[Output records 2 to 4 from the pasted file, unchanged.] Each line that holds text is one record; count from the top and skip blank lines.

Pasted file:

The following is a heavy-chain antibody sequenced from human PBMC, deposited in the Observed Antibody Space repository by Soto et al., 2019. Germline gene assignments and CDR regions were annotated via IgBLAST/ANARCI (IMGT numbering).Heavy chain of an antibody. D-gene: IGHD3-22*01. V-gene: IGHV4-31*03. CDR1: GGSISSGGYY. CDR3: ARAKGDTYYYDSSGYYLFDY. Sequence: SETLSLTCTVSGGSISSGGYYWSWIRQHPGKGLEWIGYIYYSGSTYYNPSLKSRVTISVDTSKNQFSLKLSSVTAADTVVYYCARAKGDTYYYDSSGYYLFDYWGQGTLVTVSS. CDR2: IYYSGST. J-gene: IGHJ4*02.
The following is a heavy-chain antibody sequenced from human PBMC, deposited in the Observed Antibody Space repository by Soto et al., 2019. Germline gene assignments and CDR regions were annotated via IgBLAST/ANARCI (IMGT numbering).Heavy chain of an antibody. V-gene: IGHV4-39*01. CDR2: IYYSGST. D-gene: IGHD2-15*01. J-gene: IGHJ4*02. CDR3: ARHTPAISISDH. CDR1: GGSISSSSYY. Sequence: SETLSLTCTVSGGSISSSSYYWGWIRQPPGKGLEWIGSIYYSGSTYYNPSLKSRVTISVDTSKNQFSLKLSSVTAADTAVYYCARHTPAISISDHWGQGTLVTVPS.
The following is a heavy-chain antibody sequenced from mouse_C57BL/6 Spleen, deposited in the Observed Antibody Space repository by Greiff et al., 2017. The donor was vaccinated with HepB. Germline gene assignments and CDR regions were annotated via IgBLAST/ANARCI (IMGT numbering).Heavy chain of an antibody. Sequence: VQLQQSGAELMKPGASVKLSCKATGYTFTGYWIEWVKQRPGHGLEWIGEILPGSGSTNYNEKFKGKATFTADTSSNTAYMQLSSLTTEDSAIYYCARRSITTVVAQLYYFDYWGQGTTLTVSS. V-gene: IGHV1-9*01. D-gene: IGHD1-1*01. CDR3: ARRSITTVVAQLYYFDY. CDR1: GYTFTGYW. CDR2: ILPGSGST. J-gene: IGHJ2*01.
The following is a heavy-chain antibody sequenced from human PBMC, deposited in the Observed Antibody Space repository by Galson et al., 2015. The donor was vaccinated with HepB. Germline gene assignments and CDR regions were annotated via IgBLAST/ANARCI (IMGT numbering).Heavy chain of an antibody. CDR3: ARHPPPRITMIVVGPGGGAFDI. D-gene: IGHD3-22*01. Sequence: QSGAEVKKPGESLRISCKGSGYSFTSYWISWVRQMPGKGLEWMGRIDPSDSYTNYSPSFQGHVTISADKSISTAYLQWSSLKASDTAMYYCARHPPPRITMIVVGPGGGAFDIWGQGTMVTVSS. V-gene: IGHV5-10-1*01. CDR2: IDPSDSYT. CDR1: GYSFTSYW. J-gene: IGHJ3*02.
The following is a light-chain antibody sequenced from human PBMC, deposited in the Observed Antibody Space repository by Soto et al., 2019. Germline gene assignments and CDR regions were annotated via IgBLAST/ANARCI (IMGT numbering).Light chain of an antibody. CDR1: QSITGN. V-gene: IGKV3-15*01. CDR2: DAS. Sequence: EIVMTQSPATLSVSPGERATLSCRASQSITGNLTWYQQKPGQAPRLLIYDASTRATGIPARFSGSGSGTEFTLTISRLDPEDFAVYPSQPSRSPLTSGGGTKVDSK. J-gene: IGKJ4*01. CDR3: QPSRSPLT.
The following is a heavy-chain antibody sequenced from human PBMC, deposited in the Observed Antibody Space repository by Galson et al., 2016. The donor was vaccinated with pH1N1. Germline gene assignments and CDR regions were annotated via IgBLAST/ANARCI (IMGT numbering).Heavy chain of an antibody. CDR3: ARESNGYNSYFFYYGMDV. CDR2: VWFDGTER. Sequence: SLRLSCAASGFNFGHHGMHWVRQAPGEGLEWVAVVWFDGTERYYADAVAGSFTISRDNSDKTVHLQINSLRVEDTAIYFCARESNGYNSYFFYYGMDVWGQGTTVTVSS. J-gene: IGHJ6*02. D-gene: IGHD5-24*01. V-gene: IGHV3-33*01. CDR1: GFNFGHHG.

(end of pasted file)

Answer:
The following is a heavy-chain antibody sequenced from human PBMC, deposited in the Observed Antibody Space repository by Soto et al., 2019. Germline gene assignments and CDR regions were annotated via IgBLAST/ANARCI (IMGT numbering).Heavy chain of an antibody. V-gene: IGHV4-39*01. CDR2: IYYSGST. D-gene: IGHD2-15*01. J-gene: IGHJ4*02. CDR3: ARHTPAISISDH. CDR1: GGSISSSSYY. Sequence: SETLSLTCTVSGGSISSSSYYWGWIRQPPGKGLEWIGSIYYSGSTYYNPSLKSRVTISVDTSKNQFSLKLSSVTAADTAVYYCARHTPAISISDHWGQGTLVTVPS.
The following is a heavy-chain antibody sequenced from mouse_C57BL/6 Spleen, deposited in the Observed Antibody Space repository by Greiff et al., 2017. The donor was vaccinated with HepB. Germline gene assignments and CDR regions were annotated via IgBLAST/ANARCI (IMGT numbering).Heavy chain of an antibody. Sequence: VQLQQSGAELMKPGASVKLSCKATGYTFTGYWIEWVKQRPGHGLEWIGEILPGSGSTNYNEKFKGKATFTADTSSNTAYMQLSSLTTEDSAIYYCARRSITTVVAQLYYFDYWGQGTTLTVSS. V-gene: IGHV1-9*01. D-gene: IGHD1-1*01. CDR3: ARRSITTVVAQLYYFDY. CDR1: GYTFTGYW. CDR2: ILPGSGST. J-gene: IGHJ2*01.
The following is a heavy-chain antibody sequenced from human PBMC, deposited in the Observed Antibody Space repository by Galson et al., 2015. The donor was vaccinated with HepB. Germline gene assignments and CDR regions were annotated via IgBLAST/ANARCI (IMGT numbering).Heavy chain of an antibody. CDR3: ARHPPPRITMIVVGPGGGAFDI. D-gene: IGHD3-22*01. Sequence: QSGAEVKKPGESLRISCKGSGYSFTSYWISWVRQMPGKGLEWMGRIDPSDSYTNYSPSFQGHVTISADKSISTAYLQWSSLKASDTAMYYCARHPPPRITMIVVGPGGGAFDIWGQGTMVTVSS. V-gene: IGHV5-10-1*01. CDR2: IDPSDSYT. CDR1: GYSFTSYW. J-gene: IGHJ3*02.